The terrorist group ISIS-K wants to use its home base in Afghanistan to launch attacks against the U.S. and could have the ability to do so within six months, a senior Pentagon official told Congress on Tuesday.
The dire warning from Colin Kahl, the Defense Department’s undersecretary for policy, comes less than two months after the final U.S. troops exited Afghanistan and underscores deep concern within national security circles that the country is set to once again become a global hub for Islamist terror networks. Many foreign policy specialists believe ISIS-K, al Qaeda and other organizations will thrive inside Afghanistan under a second round of Taliban rule, but there are still questions about whether those groups have the will or ability to launch attacks outside the country against Western targets.
Mr. Kahl provided a grim answer in testimony before the Senate Armed Services Committee.
“I think the intelligence community currently assesses that both ISIS-K and al Qaeda have the intent to conduct external operations, including against the United States, but neither currently has the capability to do so,” he said. “We could see ISIS-K generate that capability in somewhere between six or 12 months. I think the current assessments by the intelligence community is that al Qaeda would take a year or two to constitute that capability.”
ISIS-K, an offshoot of Islamic State with an estimated 2,000 fighters inside Afghanistan, already has shown its desire to kill Americans.
In the midst of the U.S.-led airlift out of Kabul on Aug. 26, ISIS-K suicide bombers and gunmen attacked the Kabul airport, killing 13 American service members and more than 160 Afghan civilians. The U.S. responded with airstrikes against ISIS-K targets across Afghanistan.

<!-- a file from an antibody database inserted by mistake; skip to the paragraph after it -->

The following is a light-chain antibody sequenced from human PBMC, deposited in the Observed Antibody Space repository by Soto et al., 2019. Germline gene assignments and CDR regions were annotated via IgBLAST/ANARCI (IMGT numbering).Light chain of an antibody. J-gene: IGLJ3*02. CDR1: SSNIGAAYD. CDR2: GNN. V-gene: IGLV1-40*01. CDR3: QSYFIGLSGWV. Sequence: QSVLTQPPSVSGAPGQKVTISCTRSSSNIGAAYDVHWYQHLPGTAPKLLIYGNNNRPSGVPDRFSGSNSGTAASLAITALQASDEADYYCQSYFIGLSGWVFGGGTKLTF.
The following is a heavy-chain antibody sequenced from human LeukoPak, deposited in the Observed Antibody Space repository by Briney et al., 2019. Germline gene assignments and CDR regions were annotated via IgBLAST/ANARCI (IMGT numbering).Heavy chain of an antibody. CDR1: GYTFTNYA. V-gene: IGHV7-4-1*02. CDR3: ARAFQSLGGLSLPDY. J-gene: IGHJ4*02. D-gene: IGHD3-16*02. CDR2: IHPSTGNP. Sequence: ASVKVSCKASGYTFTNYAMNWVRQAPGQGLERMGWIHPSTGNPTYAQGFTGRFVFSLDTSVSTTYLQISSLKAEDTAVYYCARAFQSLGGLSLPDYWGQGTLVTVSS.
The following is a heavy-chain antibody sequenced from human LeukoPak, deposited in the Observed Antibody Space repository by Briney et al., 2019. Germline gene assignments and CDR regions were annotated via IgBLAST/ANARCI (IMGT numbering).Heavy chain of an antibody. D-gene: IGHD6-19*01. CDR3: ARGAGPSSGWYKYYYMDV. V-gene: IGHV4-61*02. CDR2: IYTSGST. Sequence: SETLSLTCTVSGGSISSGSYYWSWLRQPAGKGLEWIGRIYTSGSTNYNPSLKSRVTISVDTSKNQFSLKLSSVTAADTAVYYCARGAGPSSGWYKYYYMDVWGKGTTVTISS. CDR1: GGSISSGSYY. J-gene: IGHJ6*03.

The Taliban has fought with ISIS-K as the insurgency tries to establish control following its takeover of Kabul in late August, but private analysts say it’s an open question whether the Taliban have the firepower and the will to defeat ISIS-K and other jihadist movements operating inside the country.
Pentagon officials insist that they have the ability to strike terrorist targets “over the horizon” in Afghanistan with drone strikes launched from elsewhere in the region. Such strikes could be crucial to containing ISIS-K and al Qaeda.
But those officials concede that such missions will be much more difficult without American military personnel on the ground in the country. Mr. Kahl acknowledged Tuesday in testimony before the Senate Armed Services Committee that efforts to secure U.S. basing rights in neighboring Central Asian states such as Uzbekistan have so far been unsuccessful, in the face of outspoken opposition to an American military presence from Russia.
There are also questions about the long-term effectiveness of the over-the-horizon approach.
Days after the Kabul airport attack, for example, an American drone in late August inadvertently killed an aid worker and seven children traveling in the Afghan capital. Military officials initially said the operation was based on faulty intelligence that the target was an ISIS-K fighter driving a car filled with explosives.